Stemming

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Stemming

What is stemming in NLP?

Stemming, in Natural Language Processing (NLP), refers to the process of reducing a word to its word stem that affixes to suffixes and prefixes or the roots.

While a stemming algorithm is a linguistic normalization process in which the variant forms of a word are reduced to a standard form. It is a technique used to extract the base form of the words by removing affixes from them. It is just like cutting down the branches of a tree to its stems. For example, the stem of the words “eating,” “eats,” “eaten” is “eat.”

Search engines use stemming for indexing the words. That’s why rather than storing all forms of a word, a search engine can store only the stems. In this way, stemming reduces the size of the index and increases retrieval accuracy.

stemming
Source: C# Corner

Why are stemming and lemmatization different?

For grammatical reasons, documents will use different forms of a word, such as organizing, organizing, and organizing. Additionally, there are families of derivationally related words with similar meanings, such as democracy, democratic, and democratization. 

In many situations, it seems as if it would be useful for a search for one of these words to return documents that contain another word in the set.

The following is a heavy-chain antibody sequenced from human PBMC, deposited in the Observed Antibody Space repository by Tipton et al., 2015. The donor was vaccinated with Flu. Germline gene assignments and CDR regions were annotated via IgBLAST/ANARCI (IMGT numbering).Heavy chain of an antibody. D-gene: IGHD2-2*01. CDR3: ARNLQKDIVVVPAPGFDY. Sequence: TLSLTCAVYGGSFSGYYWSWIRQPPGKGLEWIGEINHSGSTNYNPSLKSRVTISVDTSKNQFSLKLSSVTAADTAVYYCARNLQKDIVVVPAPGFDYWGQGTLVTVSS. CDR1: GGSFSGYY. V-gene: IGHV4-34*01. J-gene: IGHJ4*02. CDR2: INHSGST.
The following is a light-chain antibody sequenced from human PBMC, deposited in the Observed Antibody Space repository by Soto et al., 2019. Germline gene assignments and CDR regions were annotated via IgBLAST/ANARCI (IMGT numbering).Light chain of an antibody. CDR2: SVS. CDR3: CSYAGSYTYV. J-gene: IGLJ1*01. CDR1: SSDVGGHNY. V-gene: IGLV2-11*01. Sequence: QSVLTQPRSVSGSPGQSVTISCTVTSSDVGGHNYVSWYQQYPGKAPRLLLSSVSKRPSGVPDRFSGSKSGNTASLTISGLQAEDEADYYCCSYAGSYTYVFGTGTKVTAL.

Both stemming and lemmatization aim to reduce inflectional forms and sometimes derivationally related forms of a word to a common base form. 

For instance:

  • am, are, is $\Rightarrow$ be
  • car, cars, car's, cars' $\Rightarrow$ car

 

The result of this mapping of text will be something like:

  • the boy's cars are different colors $\Rightarrow$
  • the boy car be differ color

However, the two words differ in their flavor. Stemming usually refers to a simple heuristic process that chops off the ends of words in the hope of achieving this goal correctly most of the time and often includes the removal of derivational affixes. Lemmatization usually refers to doing things properly using a vocabulary and morphological analysis of words, normally aiming to remove inflectional endings only and return the base or dictionary form of a word, which is known as the lemma. 

If confronted with the token saw, stemming might return just s, whereas lemmatization would attempt to return either see or saw depending on whether the use of the token was as a verb or a noun. The two may also differ in that stemming most commonly collapses derivationally related words, whereas lemmatization commonly only collapses the different inflectional forms of a lemma. An additional plug-in component often does linguistic processing for stemming or lemmatization to the indexing process. Several such components exist, both commercially and open-source.

 

What are the errors that could occur in stemming?

There are mainly two errors that could occur in stemming:

  1. Over-stemming - When two words are stemmed from the same root that are of different stems. Over-stemming can also be regarded as false positives